Exhibition — 11 Feb until 28 Mar 2005

This presentation shows recent graphic work by relatively young designers and design studios.

It includes posters by the already somewhat better-known designers M/M (Paris) and the New Yorker James Victore. In addition there are animations by the Dutch designers Luna Maurer, Rogier Klomp and Blammo TV.

M/M Paris
Beginning in 1996, the M/M (Paris) studio (Mathias Augustijniak and Michael Amzalag) gained recognition with designs for the Breton city of Lorient. M/M’s theatre posters in the Muppy format are striking. The photography often fills the image and the typography seems to be without symmetry. Since 1998 this typography has increasingly taken on the character of drawing. Together with Inez van Lamsweerde and Vinoodh Matadin, M/M made the video clip Hidden Place for the Icelandic singer Björk. In addition, M/M has worked for and with fashion designer Yohji Yamamoto. Here the Stedelijk is showing eleven recent Muppy posters, including Alien Seasons (2002) for Philippe Parreno, printed in Day-Glo ink. It is joined by another two posters from the 2000-2002 period, for the films Annlee in Anzen Zone and Witness Screen/Ecran témoin. The poster Annlee: No Ghost just a Shell is also exceptional, with its challenge to Shell’s claim to ownership rights for the image of the scallop shell.

James Victore
The posters by James Victore (New York) have nothing to do with a compromise culture. They are often hard and direct. The wildly drawn letters come across as almost aggressive: their rough contours suggest they have been scratched into the image. Victore’s posters often have a political charge (Stop Bush, 2002) or protest human injustices. His poster for The School of Visual Arts in New York, where he also teaches, is a sampler of typically hand-written lettering which reminds one of graffiti. The bodies of the characters are used to render the text in a tattoo idiom. Victore does not avoid cliché; on the contrary, he is prepared to quote clichés lovingly. He has worked for Amnesty International and MTV, but also for Moët & Chandon, and received an Emmy award for television animation.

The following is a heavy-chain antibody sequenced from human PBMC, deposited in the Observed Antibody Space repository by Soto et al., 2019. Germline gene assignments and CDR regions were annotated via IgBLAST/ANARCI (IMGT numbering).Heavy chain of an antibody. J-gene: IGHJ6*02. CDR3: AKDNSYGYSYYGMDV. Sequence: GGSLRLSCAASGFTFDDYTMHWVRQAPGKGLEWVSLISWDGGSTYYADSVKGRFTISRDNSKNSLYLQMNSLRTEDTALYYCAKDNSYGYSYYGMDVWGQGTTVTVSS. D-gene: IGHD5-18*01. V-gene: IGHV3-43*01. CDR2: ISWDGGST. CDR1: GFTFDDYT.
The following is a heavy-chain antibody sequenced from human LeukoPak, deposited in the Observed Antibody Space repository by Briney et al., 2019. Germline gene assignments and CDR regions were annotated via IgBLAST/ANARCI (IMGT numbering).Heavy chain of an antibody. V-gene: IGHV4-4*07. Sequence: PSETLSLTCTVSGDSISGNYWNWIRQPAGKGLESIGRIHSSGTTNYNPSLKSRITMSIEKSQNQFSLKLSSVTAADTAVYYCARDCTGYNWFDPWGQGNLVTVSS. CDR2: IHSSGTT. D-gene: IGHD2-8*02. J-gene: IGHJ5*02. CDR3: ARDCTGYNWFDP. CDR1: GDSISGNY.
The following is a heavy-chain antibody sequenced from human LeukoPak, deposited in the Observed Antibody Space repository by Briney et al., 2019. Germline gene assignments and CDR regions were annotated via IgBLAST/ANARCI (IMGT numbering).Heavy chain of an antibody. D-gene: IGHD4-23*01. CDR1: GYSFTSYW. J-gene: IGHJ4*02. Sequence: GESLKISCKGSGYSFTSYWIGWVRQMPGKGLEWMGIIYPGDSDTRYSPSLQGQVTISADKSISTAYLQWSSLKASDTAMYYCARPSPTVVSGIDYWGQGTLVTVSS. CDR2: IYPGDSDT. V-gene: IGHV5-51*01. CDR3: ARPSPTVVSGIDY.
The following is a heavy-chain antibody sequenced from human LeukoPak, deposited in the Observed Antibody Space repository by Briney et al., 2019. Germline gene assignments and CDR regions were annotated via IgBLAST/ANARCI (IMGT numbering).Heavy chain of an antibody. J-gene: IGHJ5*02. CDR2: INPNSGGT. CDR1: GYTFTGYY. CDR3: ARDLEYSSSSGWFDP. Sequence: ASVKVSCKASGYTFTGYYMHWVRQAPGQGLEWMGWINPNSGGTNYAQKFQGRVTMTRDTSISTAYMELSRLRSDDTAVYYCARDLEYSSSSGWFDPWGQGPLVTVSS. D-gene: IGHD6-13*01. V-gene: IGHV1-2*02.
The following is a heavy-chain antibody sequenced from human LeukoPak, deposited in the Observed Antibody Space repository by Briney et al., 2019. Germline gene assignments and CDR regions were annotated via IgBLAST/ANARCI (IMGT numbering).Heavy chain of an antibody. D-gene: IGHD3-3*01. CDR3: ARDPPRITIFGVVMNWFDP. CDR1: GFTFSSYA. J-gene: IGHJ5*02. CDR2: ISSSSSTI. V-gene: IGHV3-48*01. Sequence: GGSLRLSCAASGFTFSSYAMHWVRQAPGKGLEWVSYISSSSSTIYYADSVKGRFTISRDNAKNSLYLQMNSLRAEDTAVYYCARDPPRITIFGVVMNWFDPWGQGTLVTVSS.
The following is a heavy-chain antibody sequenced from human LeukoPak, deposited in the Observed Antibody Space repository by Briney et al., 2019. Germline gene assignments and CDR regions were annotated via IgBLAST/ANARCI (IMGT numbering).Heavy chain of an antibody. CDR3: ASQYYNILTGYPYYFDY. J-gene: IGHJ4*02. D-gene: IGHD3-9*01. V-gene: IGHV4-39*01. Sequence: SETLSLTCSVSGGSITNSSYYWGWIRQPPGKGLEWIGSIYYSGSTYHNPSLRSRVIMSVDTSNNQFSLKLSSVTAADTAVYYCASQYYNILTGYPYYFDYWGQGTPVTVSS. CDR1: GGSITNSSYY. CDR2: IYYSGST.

Rogier Klomp, The Goatmen Act, 2004
Rogier Klomp made his film The Goatmen Act in 2004 as his graduation project for the Design Academy in Eindhoven. The project began as a newspaper, but Klomp later decided to transform this into animation. With the aid of authentic images plucked from the internet, the film takes on a documentary character, as an investigation of a conspiracy theory. The focus is the moon landing of July 21, 1969. Klomp analyses the newspapers of this period: was this a Hollywood-staged moon landing, or not?

Luna Maurer, Grey Movie, 2004 (3 min.)
Luna Maurer is showing her 2004 animation Grey Movie. It visualises the concept of ‘rhizome thinking’, derived from the French philosopher Gilles Deleuze. The point of departure for Grey Movie is a screen of black and white dots. One dot shifts in each frame. Forms become visible in changing patterns, accompanied by the music of Fugue 33 from J.S. Bach’s Well-Tempered Clavier, as performed by Glenn Gould.

Blammo TV, Rez, 2004
Rez is a DVD of the computer game of the same title, produced by UGA/SEGA. The DVD was put together by Blammo TV in cooperation with the Graphic Design Department of the Stedelijk Museum. Rez is an example of the innovative game design specially for Xbox. The main element in the game is not so much a matter of winning or losing; strikingly enough, it is rather the construction and expansion of the game itself. The initially schematic structure is gradually developed, and the same is true for the music. In this way, the player is enabled to influence the graphics and sound for him or herself.